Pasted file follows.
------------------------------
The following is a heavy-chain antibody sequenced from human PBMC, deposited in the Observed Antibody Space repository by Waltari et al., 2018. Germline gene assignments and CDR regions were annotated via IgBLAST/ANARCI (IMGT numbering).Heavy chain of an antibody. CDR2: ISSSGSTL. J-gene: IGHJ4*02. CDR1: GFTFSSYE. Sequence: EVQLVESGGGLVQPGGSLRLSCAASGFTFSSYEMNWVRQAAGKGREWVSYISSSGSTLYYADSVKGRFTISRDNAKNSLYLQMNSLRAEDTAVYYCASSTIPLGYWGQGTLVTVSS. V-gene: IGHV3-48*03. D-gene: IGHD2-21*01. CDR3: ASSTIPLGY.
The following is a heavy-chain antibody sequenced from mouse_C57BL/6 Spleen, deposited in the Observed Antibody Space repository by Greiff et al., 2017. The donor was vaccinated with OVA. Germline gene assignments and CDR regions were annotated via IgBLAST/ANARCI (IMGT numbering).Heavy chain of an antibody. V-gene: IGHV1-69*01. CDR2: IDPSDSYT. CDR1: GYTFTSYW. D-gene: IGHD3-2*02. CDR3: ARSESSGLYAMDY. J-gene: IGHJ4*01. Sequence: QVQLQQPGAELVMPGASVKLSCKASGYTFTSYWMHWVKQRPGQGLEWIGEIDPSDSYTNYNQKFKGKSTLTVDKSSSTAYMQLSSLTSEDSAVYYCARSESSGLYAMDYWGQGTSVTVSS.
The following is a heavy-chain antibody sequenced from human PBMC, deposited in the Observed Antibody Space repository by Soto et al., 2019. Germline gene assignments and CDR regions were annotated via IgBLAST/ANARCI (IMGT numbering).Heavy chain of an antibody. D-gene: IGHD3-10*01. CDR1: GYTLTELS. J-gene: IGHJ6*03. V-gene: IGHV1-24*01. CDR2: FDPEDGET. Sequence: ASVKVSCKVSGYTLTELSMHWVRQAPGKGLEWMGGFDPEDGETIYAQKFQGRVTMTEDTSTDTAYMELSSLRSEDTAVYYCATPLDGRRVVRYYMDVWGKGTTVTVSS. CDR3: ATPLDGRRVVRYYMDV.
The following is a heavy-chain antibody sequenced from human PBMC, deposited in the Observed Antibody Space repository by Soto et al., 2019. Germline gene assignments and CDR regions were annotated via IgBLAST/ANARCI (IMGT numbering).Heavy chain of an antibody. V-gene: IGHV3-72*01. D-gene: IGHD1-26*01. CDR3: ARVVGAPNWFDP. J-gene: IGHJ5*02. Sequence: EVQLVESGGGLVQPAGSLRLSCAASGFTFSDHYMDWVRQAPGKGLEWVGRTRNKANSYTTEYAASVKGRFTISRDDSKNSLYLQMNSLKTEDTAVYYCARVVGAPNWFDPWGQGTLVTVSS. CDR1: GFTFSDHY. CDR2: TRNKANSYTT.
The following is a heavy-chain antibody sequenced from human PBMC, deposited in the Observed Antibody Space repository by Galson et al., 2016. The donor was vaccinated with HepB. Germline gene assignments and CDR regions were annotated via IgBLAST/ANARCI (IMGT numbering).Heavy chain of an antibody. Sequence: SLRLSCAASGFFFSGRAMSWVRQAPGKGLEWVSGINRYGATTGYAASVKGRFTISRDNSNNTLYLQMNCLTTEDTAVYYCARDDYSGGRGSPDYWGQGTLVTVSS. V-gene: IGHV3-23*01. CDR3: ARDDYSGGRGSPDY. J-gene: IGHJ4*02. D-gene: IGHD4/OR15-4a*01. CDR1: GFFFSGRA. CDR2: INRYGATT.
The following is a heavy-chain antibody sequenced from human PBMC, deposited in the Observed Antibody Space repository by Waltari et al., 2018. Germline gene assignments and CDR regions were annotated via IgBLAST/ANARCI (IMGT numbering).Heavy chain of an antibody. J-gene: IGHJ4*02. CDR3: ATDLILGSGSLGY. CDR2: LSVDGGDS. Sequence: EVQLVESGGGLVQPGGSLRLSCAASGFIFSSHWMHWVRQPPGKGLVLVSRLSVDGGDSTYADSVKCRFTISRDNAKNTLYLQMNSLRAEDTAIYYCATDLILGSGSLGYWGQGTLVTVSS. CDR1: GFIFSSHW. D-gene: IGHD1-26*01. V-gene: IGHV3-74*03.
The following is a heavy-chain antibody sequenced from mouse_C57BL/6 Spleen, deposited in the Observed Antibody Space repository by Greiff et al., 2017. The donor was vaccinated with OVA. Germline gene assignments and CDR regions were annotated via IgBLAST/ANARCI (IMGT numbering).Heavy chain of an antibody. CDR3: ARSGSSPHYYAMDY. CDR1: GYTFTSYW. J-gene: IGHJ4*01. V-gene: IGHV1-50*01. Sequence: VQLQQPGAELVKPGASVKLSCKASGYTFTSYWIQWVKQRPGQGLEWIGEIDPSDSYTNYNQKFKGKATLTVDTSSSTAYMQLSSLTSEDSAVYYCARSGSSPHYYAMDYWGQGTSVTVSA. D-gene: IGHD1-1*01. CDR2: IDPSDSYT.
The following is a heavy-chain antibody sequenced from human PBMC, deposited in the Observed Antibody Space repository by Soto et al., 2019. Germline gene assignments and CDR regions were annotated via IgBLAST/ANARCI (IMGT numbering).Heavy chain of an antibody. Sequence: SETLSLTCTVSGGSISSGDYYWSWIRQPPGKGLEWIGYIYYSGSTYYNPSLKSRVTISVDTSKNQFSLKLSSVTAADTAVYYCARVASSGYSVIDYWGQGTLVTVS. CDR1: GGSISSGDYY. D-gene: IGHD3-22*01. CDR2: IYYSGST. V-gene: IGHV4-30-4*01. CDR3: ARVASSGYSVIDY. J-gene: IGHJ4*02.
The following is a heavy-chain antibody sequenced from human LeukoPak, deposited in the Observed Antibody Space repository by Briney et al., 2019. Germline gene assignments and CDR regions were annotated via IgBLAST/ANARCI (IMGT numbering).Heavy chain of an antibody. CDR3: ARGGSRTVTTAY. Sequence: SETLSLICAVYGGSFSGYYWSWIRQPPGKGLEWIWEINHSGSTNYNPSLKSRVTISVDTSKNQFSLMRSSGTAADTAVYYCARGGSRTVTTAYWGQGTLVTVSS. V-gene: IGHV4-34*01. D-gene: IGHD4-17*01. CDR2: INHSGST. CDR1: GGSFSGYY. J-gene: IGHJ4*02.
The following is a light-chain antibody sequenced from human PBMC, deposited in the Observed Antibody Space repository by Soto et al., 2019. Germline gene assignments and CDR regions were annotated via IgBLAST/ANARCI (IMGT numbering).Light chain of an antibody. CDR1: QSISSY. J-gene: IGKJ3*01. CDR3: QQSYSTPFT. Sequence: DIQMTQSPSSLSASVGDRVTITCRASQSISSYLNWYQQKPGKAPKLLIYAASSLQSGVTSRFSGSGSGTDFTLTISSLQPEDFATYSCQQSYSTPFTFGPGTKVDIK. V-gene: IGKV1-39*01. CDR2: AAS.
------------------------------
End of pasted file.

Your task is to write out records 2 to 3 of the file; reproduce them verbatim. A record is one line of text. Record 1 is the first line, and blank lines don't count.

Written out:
The following is a heavy-chain antibody sequenced from mouse_C57BL/6 Spleen, deposited in the Observed Antibody Space repository by Greiff et al., 2017. The donor was vaccinated with OVA. Germline gene assignments and CDR regions were annotated via IgBLAST/ANARCI (IMGT numbering).Heavy chain of an antibody. V-gene: IGHV1-69*01. CDR2: IDPSDSYT. CDR1: GYTFTSYW. D-gene: IGHD3-2*02. CDR3: ARSESSGLYAMDY. J-gene: IGHJ4*01. Sequence: QVQLQQPGAELVMPGASVKLSCKASGYTFTSYWMHWVKQRPGQGLEWIGEIDPSDSYTNYNQKFKGKSTLTVDKSSSTAYMQLSSLTSEDSAVYYCARSESSGLYAMDYWGQGTSVTVSS.
The following is a heavy-chain antibody sequenced from human PBMC, deposited in the Observed Antibody Space repository by Soto et al., 2019. Germline gene assignments and CDR regions were annotated via IgBLAST/ANARCI (IMGT numbering).Heavy chain of an antibody. D-gene: IGHD3-10*01. CDR1: GYTLTELS. J-gene: IGHJ6*03. V-gene: IGHV1-24*01. CDR2: FDPEDGET. Sequence: ASVKVSCKVSGYTLTELSMHWVRQAPGKGLEWMGGFDPEDGETIYAQKFQGRVTMTEDTSTDTAYMELSSLRSEDTAVYYCATPLDGRRVVRYYMDVWGKGTTVTVSS. CDR3: ATPLDGRRVVRYYMDV.